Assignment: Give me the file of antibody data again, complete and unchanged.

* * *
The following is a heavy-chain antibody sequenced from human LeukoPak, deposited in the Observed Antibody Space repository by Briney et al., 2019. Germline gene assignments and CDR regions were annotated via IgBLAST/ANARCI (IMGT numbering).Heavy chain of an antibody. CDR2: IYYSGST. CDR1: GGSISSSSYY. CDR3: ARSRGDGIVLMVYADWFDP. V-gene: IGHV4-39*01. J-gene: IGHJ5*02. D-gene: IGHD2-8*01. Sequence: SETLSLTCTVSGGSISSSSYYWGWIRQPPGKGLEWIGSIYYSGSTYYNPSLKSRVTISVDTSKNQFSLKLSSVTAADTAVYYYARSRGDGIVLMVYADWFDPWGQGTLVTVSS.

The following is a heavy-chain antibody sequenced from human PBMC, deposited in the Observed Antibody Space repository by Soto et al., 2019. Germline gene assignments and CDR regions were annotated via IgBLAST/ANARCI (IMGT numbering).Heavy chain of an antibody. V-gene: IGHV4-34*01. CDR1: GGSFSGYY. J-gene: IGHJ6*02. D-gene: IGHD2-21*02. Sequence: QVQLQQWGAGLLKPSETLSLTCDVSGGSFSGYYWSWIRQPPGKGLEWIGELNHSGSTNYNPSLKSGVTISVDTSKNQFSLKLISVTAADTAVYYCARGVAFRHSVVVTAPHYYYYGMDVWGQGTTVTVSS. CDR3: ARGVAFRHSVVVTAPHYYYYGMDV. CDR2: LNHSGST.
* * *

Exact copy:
The following is a heavy-chain antibody sequenced from human LeukoPak, deposited in the Observed Antibody Space repository by Briney et al., 2019. Germline gene assignments and CDR regions were annotated via IgBLAST/ANARCI (IMGT numbering).Heavy chain of an antibody. CDR2: IYYSGST. CDR1: GGSISSSSYY. CDR3: ARSRGDGIVLMVYADWFDP. V-gene: IGHV4-39*01. J-gene: IGHJ5*02. D-gene: IGHD2-8*01. Sequence: SETLSLTCTVSGGSISSSSYYWGWIRQPPGKGLEWIGSIYYSGSTYYNPSLKSRVTISVDTSKNQFSLKLSSVTAADTAVYYYARSRGDGIVLMVYADWFDPWGQGTLVTVSS.

The following is a heavy-chain antibody sequenced from human PBMC, deposited in the Observed Antibody Space repository by Soto et al., 2019. Germline gene assignments and CDR regions were annotated via IgBLAST/ANARCI (IMGT numbering).Heavy chain of an antibody. V-gene: IGHV4-34*01. CDR1: GGSFSGYY. J-gene: IGHJ6*02. D-gene: IGHD2-21*02. Sequence: QVQLQQWGAGLLKPSETLSLTCDVSGGSFSGYYWSWIRQPPGKGLEWIGELNHSGSTNYNPSLKSGVTISVDTSKNQFSLKLISVTAADTAVYYCARGVAFRHSVVVTAPHYYYYGMDVWGQGTTVTVSS. CDR3: ARGVAFRHSVVVTAPHYYYYGMDV. CDR2: LNHSGST.